A specific part of the role of the Association of the Christian Faithful was to assure that there was a clear adherence to both Catholic principles and approved Catholic practices at St. Charles. These specific practices, as well as a summary of the principles, are contained in a document published by the Catholic Bishops of the United Sates titled: “Ethical and Religious Directives for Catholic Health Care Services” (ERDs). The adopted statutes of the Association of the Christian Faithful, however, did not allow sufficient control over the implementation of the directives at St. Charles and thus the association had no real means of insisting upon adherence to the ERDs. Consequently, the ERDs were viewed as “guidelines” or “suggestions” and compliance with them was understood by the board as both voluntary and optional.
In 2007 the diocese was presented with a report on the level of compliance with the ERDs and that report indicated that there were a couple of areas of grave concern. While the commitment to adhering to Catholic principles was clearly present the same could not be said about adherence to or avoidance of certain immoral medical practices.
I have noted elsewhere that while adherence to the principles in a general way is commendable, that alone does not identify an Institution as Catholic. There must also be an adherence to those practices which are also a part of what it means to be a Catholic institution. Sadly, after having functioned in a particular way for a large number of years the board did not see how it could now align the medical practices of the hospital with the ERDs to a degree that would justify an ongoing sponsorship relationship between the Diocese of Baker and St. Charles.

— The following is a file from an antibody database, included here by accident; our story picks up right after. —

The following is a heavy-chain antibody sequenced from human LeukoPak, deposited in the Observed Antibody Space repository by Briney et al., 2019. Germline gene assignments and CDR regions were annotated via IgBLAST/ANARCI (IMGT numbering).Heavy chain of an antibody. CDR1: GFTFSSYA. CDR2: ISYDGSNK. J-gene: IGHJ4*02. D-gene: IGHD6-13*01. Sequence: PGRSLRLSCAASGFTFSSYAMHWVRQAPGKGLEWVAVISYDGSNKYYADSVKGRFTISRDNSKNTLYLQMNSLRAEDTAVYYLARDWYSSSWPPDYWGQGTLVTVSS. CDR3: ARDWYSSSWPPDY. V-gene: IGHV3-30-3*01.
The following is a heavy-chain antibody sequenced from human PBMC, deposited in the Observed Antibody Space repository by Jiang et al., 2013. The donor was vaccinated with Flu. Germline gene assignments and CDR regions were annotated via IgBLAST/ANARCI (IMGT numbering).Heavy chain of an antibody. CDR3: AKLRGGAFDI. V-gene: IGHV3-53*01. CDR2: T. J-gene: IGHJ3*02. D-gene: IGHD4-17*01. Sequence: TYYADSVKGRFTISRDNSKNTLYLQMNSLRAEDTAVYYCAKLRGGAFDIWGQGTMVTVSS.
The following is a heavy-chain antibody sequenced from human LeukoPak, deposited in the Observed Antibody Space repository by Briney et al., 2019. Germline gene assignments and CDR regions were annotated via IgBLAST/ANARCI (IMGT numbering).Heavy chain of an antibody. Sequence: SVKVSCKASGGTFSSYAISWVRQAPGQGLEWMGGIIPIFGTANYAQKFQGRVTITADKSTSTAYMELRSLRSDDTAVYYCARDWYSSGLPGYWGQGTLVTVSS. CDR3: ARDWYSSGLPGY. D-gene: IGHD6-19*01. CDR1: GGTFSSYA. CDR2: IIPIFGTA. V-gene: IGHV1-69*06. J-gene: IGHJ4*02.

As bishop, I am responsible for attesting to the full Catholicity of the hospitals in my diocese, a responsibility I take very seriously, and I have reached the conclusion that I can no longer attest to the Catholicity of St. Charles. The board is responsible for the operation of the medical center and for its compliance with the ethical guidelines it deems suitable for St. Charles. The question the board faced was whether it could alter its present practices to the degree required for continued identification as “Catholic.” It was the board’s determination that it could not meet that standard.